Promotional strategy:

  • It launched Quibi Insiders, a promotional membership that gives users exclusive looks at new shows, on Wednesday, to get users excited about the product.
  • It says it will work with distribution partners like Google and T-Mobile, with which it has a distribution partnership, to ensure content is delivered seamlessly "regardless of network and bandwidth conditions. "

The business strategy:

  • Quibi will offer two subscription packages for users, one cheaper with ads and one without. Whitman says she doesn't know what the revenue mix will turn out to be.
  • "I think because our audience is 18- to 34-year-olds and our ad load is so light, that a majority will be ad-supported," Whitman told Axios. Whitman confirmed that each login only allows for one user to have access.
  • Whitman says it expects Quibi to be profitable in the next few years. "We wrote a business plan that the investors underwrote to a real path to profit in the not-to-distant future," which she says will be in less than 10 years but a little more than two.
  • She says Quibi's metric of success by the end of the year will be "paid net subscribers," but the company is not saying what its goals are.

The big picture: Whitman and Katzenberg stressed that although this is a creative product that leverages Hollywood talent and creativity, it operates and functions much more akin to a consumer service or product launch than a movie studio, which is hyper-focused on fast success, like opening weekend box office results.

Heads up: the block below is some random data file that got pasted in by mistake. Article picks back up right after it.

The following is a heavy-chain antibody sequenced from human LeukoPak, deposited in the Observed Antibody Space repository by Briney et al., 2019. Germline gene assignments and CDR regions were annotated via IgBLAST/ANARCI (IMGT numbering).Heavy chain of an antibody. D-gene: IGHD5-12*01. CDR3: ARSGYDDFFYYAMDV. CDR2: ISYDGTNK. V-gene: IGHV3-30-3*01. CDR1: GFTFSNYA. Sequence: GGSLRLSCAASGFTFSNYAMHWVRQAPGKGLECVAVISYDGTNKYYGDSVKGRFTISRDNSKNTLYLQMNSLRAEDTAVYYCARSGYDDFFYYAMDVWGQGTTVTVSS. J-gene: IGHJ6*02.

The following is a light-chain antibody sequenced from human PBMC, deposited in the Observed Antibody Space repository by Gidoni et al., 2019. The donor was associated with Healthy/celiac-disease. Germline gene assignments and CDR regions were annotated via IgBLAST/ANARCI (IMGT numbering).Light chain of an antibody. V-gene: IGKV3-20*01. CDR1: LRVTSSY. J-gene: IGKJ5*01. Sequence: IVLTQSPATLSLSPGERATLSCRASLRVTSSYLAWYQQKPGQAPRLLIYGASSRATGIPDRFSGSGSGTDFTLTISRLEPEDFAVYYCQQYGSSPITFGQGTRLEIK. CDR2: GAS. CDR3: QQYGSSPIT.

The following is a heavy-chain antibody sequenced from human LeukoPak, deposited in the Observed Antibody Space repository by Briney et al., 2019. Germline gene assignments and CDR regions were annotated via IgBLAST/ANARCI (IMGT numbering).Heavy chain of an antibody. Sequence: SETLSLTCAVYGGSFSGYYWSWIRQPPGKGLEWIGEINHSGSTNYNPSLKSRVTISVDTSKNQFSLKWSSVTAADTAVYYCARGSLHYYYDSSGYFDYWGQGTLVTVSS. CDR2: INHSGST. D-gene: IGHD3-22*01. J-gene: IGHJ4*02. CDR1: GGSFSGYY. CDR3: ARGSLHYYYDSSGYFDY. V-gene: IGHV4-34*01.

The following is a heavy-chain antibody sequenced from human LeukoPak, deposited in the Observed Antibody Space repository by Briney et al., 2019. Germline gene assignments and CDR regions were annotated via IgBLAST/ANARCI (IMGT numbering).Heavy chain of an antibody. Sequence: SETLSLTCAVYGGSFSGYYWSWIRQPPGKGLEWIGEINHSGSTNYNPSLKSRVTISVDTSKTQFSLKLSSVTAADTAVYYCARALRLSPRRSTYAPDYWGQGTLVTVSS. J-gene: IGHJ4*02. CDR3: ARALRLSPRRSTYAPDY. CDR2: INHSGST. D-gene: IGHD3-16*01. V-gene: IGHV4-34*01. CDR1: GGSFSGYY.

"We're the opposite of Disney."
— Jeffrey Katzenberg

Our thought bubble: The Turnstyle technology is very impressive, and it truly does feel like something new and different. But it's unclear whether that will be enough to hook users into paying for another video service.

Go deeper

Mike Allen, author of AM
30 mins ago - Technology

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Nick Clegg last year. Photo: Matthew Sobocinski/USA Today via Reuters

Nick Clegg, Facebook's vice president of global affairs, tells me the company will try to provide more data to outside researchers to scrutinize the health of activity on Facebook and Instagram, following The Wall Street Journal's brutal look at internal documents.

Driving the news: Clegg didn't say that in his public response to the series. So I called him to push for what Facebook will actually do differently given the new dangers raised by The Journal.

The Exvangelicals

Illustration: Aïda Amer/Axios

Even as evangelicals maintain their position as the most popular religion in the U.S., a movement of self-described "exvangelicals" is breaking away, using social media to engage tens of thousands of former faithful.

The big picture: Donald Trump's presidency, as well as movements around LGBTQ rights, #MeToo and Black Lives Matter, drew more Americans into evangelical churches while also pushing some existing members away.

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Huge wildfire reaches edge of Sequoia National Park

A plume of smoke and flames rise into the air as the fire burns towards Moro Rock during the KNP Complex fire in the Sequoia National Park near Three Rivers, California, on Saturday. Photo: Patrick T. Fallon/AFP via Getty Images

Firefighters in Sequoia National Park were working into the night after two wildfires merged to reach the Giant Forest Saturday.

Why it matters: This forest contains over 2,000 giant sequoias, including the General Sherman Tree — the world's largest tree by volume. Park officials wrapped the redwoods in foil last week as the Paradise and Colony Fires, now known as the KNP Complex Fire, neared. Protection efforts appeared to be working overnight.